Excessive irritability

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Presentation[edit | edit source]

Prevalence[edit | edit source]

  • Katrina Berne reports a prevalence of 70-90% for mood swings, excessive irritability, and overreaction.[1]

Symptom recognition[edit | edit source]

  • In the Holmes criteria, excessive irritability is an optional criteria for diagnosis, under the section Minor Symptom Criteria - Neuropsychologic Complaints.[2]

Notable studies[edit | edit source]

Possible causes[edit | edit source]

Potential treatments[edit | edit source]

Severe irritability is a common symptom in autism, and the main treatment for this is atypical anti-psychotic drugs such as amisulpride ( Solian), risperidone (Risperdal) or aripiprazole (Abilify).[3] Very low dose amisulpride has also been shown to reduce the fatigue and bodily symptoms of ME/CFS[4]. N-acetyl-cysteine can help the irritability in autism, but the research showed this is not quite as effective as atypical anti-psychotics.[5]

Learn more[edit | edit source]

See also[edit | edit source]

References[edit | edit source]

  1. Berne, Katrina (Dec 1, 1995), Running on Empty: The Complete Guide to Chronic Fatigue Syndrome (CFIDS), 2nd ed., Hunter House, p. 60, ISBN 978-0897931915 
  2. The 1988 Holmes Definition for CFS
  3. Posey, David J.; Stigler, Kimberly A.; Erickson, Craig A.; McDougle, Christopher J. (Jan 2, 2008). "Antipsychotics in the treatment of autism". The Journal of Clinical Investigation. 118 (1): 6–14. doi:10.1172/JCI32483. ISSN 0021-9738. PMC 2171144Freely accessible. PMID 18172517.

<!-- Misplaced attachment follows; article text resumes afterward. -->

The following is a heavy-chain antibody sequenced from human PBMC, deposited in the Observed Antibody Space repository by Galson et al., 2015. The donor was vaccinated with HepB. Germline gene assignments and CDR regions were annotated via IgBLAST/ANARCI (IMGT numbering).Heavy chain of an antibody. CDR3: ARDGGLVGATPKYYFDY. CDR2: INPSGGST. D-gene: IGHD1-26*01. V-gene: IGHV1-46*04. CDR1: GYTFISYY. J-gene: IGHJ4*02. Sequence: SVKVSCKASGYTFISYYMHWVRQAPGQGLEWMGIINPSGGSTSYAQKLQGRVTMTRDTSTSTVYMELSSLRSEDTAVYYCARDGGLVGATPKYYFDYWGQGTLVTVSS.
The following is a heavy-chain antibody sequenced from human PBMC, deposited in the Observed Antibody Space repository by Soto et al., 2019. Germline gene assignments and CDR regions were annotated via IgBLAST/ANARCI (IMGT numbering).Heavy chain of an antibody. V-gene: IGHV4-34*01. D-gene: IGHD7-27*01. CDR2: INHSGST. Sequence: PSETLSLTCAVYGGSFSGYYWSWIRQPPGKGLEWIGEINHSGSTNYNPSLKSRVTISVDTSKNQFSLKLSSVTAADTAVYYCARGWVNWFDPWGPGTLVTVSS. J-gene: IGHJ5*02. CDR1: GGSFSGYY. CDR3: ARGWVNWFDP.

4. Pardini, Matteo; Guida, Silvia; Primavera, Alberto; Krueger, Frank; Cocito, Leonardo; Gialloreti, Leonardo Emberti (Mar 2011). "Amisulpride vs. fluoxetine treatment of chronic fatigue syndrome: a pilot study". European Neuropsychopharmacology: The Journal of the European College of Neuropsychopharmacology. 21 (3): 282–286. doi:10.1016/j.euroneuro.2010.10.008. ISSN 1873-7862. PMID 21112746. 
  5. Hardan, Antonio Y.; Fung, Lawrence K.; Libove, Robin A.; Obukhanych, Tetyana V.; Nair, Surekha; Herzenberg, Leonore A.; Frazier, Thomas W.; Tirouvanziam, Rabindra (Jun 2012). "A Randomized Controlled Pilot Trial of Oral N-Acetylcysteine in Children with Autism". Biological Psychiatry. 71 (11): 956–961. doi:10.1016/j.biopsych.2012.01.014. ISSN 0006-3223. PMC 4914359Freely accessible. PMID 22342106. 

Myalgic encephalomyelitis or chronic fatigue syndrome, often used when both illnesses are considered the same.

The information provided at this site is not intended to diagnose or treat any illness.
From MEpedia, a crowd-sourced encyclopedia of ME and CFS science and history.